What’s the secret to becoming rich? Most of us want a one-pointed answer to the question. Money is certainly not everything, but it’s important. Especially in these pandemic times, when jobs, incomes and careers have been ravaged. A good corpus helps us tide over such difficult times, help us repay our loans and meet our daily living expenses. We wonder what the rich have done to ensure stability and comfort in their money matters. What can we learn from them? And what is it that we shouldn’t be? Here is a special three-part series on what we can learn from the rich – the crorepatis, as we often refer to them colloquially, or high networth individuals in investment parlance. Last week, we looked at their investing habits. On Monday, we understood their spending habits. Today, we conclude our series by making sense of their succession planning methods.
If there is one aspect that unites the crorepatis with the middle class and the mass affluent, it’s how we all hate to make a Will and decide our succession plan. The second wave of COVID-19 may have changed things a bit, though. As opposed to the first time, when many of us felt immune from the virus, the second wave has hit almost all of us or those closest to us. The need for estate planning has, perhaps, never been felt more acutely.
Moneycontrol has repeatedly held that you do not have to be a millionaire to make a Will. Having a Will just makes it easier for you to distribute your wealth to your legal heirs. The typical crorepati may be a bit ahead in estate planning, but most financial planners complain that crorepatis are almost as hesitant as the rest of us.
Going beyond a Will
Having nominations for your investments and writing a Will are typically the two most popular ways to bequeath wealth with most of the middle class or the mass affluent. But there are other ways in which you can pass on your wealth, such as by creating a trust. Vishal Dhawan, a certified financial planner and founder-CEO of Plan Ahead Wealth Advisors, says that many crorepatis form a trust. A trust is monitored by a set of people called trustees. You could set aside money for charity – to fund deserving poor students’ education or sponsor sick patients for their medical expenses.
Also read: Will or Trust? What works better?
Dhawan says that one more tool that crorepatis use is to have a provision for a power of attorney. This gives the power to a person- usually to those closest to him or her- to sign official documents and take important money-related decisions if the person becomes incapacitated, either physical or mentally. “Many think that estate planning is to done to take care of the money after they’re dead. But they forget that even when they are alive, they could become bed-ridden or crippled, which could make them incapable of doing the simplest of things. Your money needs to be taken care even then…while you are still alive,” says Dhawan.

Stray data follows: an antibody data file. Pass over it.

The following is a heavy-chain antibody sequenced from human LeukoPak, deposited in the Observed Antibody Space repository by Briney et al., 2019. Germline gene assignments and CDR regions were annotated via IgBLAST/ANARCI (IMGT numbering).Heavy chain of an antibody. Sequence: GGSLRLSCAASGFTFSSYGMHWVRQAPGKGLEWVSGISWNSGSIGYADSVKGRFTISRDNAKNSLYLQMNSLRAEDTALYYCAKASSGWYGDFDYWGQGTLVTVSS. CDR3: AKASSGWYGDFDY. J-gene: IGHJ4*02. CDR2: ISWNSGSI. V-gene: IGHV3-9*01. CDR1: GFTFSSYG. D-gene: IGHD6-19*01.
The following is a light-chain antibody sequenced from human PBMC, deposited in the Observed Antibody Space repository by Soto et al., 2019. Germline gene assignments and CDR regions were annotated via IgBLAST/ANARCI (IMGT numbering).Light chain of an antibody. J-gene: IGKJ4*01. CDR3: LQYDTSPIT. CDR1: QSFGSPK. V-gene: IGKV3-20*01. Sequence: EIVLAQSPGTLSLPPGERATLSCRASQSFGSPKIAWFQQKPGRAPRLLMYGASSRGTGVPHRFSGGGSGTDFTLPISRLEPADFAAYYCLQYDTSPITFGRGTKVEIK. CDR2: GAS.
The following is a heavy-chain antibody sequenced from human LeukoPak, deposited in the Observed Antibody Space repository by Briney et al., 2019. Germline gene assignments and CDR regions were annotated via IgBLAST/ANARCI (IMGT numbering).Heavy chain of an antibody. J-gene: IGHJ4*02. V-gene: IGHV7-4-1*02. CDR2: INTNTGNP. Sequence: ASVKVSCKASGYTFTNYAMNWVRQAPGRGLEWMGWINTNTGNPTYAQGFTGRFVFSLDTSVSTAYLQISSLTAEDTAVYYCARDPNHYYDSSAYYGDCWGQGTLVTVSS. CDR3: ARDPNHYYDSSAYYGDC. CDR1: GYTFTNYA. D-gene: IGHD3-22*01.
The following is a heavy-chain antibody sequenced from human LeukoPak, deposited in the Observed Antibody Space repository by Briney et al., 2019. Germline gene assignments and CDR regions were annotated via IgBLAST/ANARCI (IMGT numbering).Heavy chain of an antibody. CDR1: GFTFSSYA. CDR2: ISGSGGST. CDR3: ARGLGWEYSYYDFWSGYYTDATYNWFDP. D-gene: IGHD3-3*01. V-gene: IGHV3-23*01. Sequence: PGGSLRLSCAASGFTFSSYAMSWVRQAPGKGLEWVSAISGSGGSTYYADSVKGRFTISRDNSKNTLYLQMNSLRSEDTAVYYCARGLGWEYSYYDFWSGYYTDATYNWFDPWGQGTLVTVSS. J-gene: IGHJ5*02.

Pune-based financial intermediary Sujata Kabraji tells the tale of a lady client who passed away a few years go. This lady wanted to give away all her wealth to charity as she was single. But in her later years, she had dementia and didn't have a chance to write a formal will before she passed away. Luckily for her, the executor, who was a close family member, honoured her verbal wishes and distributed her wealth to the causes she believed in. This, despite the fact that the lady hadn’t put it down in her Will. Kabraji says it ended well for this lady, but if you wish to give away your wealth – in full or a portion – it’s always better to write it somewhere.
Hesitant to write a Will
Most of the financial planner that Moneycontrol spoke to said that the crorepati also procrastinates. Kabraji tells the tale of one of her clients who she persuaded for close to seven years before he finally wrote his Will. Reason: the client had too many assets and documenting each one of them was cumbersome. “Others don’t want to confront that fact that someday they will pass on, so they avoid the subject completely,” says Kabraji.
Making a Will means that you have to make a list of your assets as well as your liabilities. Your assets also include immovable properties.
Mrin Agarwal, Financial Educator & Founder, Finsafe India says that “too many assets, investment instruments and the need to consolidate also adds to the hindrance of making a Will.”
Sense of invincibility
That’s a bad habit you mustn’t pick up. Dhawan says that a typical crorepati also delays making succession plans because she feels invincible. He notices this trait in many first generation entrepreneurs who have built successful businesses. “They are smart, and have worked hard to build their firm. But they also become over-confident. They feel nothing can happen to them and that need to spend their time on other areas, mostly their careers,” he adds.
The sense of invisibility can also take the form of hesitancy in losing control in some. A wealth advisor of a boutique wealth advisory firm says that many rich people equate writing a Will to losing control. “They feel that by writing a Will, their children or family would know too much.” Financial planners say it’s unwise to think in this way, as “that could leave family members in a chaotic situation for lack of knowledge on the estate,” he adds.